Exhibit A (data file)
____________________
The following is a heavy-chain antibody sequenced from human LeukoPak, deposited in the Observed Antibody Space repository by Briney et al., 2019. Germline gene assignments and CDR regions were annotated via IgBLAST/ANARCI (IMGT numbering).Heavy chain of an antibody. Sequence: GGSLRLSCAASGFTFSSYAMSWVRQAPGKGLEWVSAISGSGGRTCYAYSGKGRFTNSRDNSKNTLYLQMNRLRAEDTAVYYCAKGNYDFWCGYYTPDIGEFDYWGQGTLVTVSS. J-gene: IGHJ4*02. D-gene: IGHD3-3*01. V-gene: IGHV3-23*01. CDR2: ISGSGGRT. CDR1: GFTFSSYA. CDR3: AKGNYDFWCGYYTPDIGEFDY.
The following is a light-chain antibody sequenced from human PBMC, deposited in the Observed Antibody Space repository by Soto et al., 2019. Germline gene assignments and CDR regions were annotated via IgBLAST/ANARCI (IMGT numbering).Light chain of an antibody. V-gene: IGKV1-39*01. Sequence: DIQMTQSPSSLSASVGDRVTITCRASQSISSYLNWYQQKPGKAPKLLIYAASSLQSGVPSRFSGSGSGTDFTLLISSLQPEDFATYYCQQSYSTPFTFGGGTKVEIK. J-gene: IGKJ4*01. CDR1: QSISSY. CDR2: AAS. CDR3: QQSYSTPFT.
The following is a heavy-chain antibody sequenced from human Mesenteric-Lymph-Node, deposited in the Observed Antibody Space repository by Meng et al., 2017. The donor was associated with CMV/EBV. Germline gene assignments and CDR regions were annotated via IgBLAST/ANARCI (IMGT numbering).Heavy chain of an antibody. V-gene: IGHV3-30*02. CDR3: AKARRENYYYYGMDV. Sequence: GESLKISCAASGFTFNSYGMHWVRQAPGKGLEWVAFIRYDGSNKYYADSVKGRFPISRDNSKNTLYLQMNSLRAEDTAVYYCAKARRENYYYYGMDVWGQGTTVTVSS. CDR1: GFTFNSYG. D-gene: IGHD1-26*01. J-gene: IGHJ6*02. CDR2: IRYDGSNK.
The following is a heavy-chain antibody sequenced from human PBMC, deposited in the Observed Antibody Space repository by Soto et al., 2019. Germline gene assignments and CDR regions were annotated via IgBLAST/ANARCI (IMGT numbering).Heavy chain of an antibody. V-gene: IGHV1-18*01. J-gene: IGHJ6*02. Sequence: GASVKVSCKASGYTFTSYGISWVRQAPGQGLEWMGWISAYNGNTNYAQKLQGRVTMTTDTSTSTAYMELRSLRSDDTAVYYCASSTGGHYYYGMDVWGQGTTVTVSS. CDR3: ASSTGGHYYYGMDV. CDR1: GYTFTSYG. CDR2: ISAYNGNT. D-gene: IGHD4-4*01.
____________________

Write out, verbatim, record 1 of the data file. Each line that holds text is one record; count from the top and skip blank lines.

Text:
The following is a heavy-chain antibody sequenced from human LeukoPak, deposited in the Observed Antibody Space repository by Briney et al., 2019. Germline gene assignments and CDR regions were annotated via IgBLAST/ANARCI (IMGT numbering).Heavy chain of an antibody. Sequence: GGSLRLSCAASGFTFSSYAMSWVRQAPGKGLEWVSAISGSGGRTCYAYSGKGRFTNSRDNSKNTLYLQMNRLRAEDTAVYYCAKGNYDFWCGYYTPDIGEFDYWGQGTLVTVSS. J-gene: IGHJ4*02. D-gene: IGHD3-3*01. V-gene: IGHV3-23*01. CDR2: ISGSGGRT. CDR1: GFTFSSYA. CDR3: AKGNYDFWCGYYTPDIGEFDY.